Seven Safety Measures for Missionaries in These Days of Uprisings

January 30, 2011

Churches, crisis, Missionaries, safety

I’ve spent much of the weekend in front of the television and online watching the uprising in Egypt unfold.  I am grateful that these turbulent times did not occur when my family and I lived in Egypt.  Many times I reflected over the city of Cairo and prayed for God’s Spirit to be poured out into the hearts of Egyptians.  Are these uprisings an answer to my prayers?

Egypt is not the only nation in turmoil.  Lebanon, Yemen, Tunisia, Algeria, Ivory Coast, Thailand, Venezuela, Mexico, Sudan, Kyrgyzstan, and Belarus are a mere handful of nations off the top of my head that have experienced significant trouble in recent months.  Political crisis, civil war, drug wars, “natural disasters”, abductions and kidnappings, and economic distress are common forms of instability that threaten the lives and work of missionaries.

We need systems in place, critical thinking, and wisdom to enable missionaries to stay safe and continue their ministry.  Here are six safety measures that the mission, the church, and the missionary need in place.

Have a plan – A contingency plan prepares a missionary for almost any eventuality.  It addresses level of crisis; evacuation criteria, routes, and destinations; transportation options; important documents needed to be kept on hand; runaway bags; contact information, and the like.  If you don’t have a contingency plan, you need one, wherever you live, and whatever your circumstances.  Check with your leader to put a plan of preparedness together.  Be ready when the crisis hits.  If you wait, it may be too late.

Get good counsel – Talk with your leaders, your churches, your co-workers, other expatriates, and local friends and contacts about situations, events, crises that are developing, and eventualities.  Don’t trust in your own judgments alone.  You need others.

Watch the news – Be informed of your surroundings, elections, turmoil, disasters, weather forecasts, foreign intrusions, civil disobedience, in short, anything that might cause an uprising or disruption in daily life.  Preparedness is key.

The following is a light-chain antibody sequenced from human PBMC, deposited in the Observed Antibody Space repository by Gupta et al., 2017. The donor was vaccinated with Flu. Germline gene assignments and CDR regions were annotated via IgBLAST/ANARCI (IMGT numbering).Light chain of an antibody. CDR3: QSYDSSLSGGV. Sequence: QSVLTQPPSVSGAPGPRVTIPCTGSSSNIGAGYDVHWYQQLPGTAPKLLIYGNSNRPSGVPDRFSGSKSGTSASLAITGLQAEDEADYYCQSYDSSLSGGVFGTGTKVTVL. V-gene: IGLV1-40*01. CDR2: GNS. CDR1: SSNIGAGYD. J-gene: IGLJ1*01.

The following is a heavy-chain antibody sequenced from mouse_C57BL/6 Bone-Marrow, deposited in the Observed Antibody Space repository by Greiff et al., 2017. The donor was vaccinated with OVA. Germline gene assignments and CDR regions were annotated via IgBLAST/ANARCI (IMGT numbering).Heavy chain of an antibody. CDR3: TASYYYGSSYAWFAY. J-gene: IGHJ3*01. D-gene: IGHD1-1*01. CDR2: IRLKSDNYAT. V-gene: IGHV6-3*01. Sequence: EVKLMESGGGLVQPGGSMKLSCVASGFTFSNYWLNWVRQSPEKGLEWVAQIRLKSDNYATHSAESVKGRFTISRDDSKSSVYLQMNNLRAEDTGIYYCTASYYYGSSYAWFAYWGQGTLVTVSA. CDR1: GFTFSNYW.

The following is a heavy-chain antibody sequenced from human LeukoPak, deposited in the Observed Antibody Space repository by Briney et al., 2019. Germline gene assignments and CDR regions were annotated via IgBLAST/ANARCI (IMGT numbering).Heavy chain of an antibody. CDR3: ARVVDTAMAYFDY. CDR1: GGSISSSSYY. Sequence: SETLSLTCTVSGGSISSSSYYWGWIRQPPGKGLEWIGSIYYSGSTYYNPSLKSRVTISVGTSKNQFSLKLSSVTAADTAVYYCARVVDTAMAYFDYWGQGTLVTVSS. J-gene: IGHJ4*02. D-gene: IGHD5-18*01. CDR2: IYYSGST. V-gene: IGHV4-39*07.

In 2004 I lived through three hurricanes in the Orlando area, in part because we tried to be prepared (and we called out to our Savior).

Befriend locals – Local friends and contacts are your best sources of safety.  They will protect you from the bad guys, keep you in the scuttle loop, and stick up for you in front of the authorities.

My neighbors went with me to the police station when I was called to it in Macedonia and their credible testimony showed the authorities that we were legitimate.

Stay away from trouble – Stay away from demonstrations, shady dealings, and characters that might try to take advantage of you.  If I were in Cairo right now, the last place I would be is on the street.  As a foreigner, you are only asking for trouble if you get too involved.  Be selective and wise in the situations you choose to encounter.

When I was in Afghanistan, I visited a marijuana and poppy field and ended up being chased by an automatic weapon.  That was about half smart.

Stay in touch – When turmoil begins, stay in touch with your leader and a friend, pastor, or family member in the US.  Let people know what is happening so they can pray for you and provide for your needs.

When I lived in Macedonia, my pregnant wife and two sons and I fled anti-American sentiment to Greece.  We needed extra money to stay there for what turned out to be three weeks.  Letting people know where we were, what our plans were, and what our needs were helped us to survive that evacuation.

Consider these six safety measures to stay safe and continue on in the ministry the Lord has called you to.  Number seven is to trust in the Lord during each step of the process for “The eyes of the LORD are on the righteous, and his ears are attentive to their cry…” (Psalm 34:15a, NIV).  Memorize Psalm 34 for the day of trouble.

One last word.  The goal is to prevent or avoid trouble.  These seven measures combine to form what is called risk assessment.  Risk assessment is the preventive side of crisis management.  Once an event begins, crisis management takes over.

Is this helpful to you?  What issues didn’t I address?  What other measures have you taken to provide for safety?

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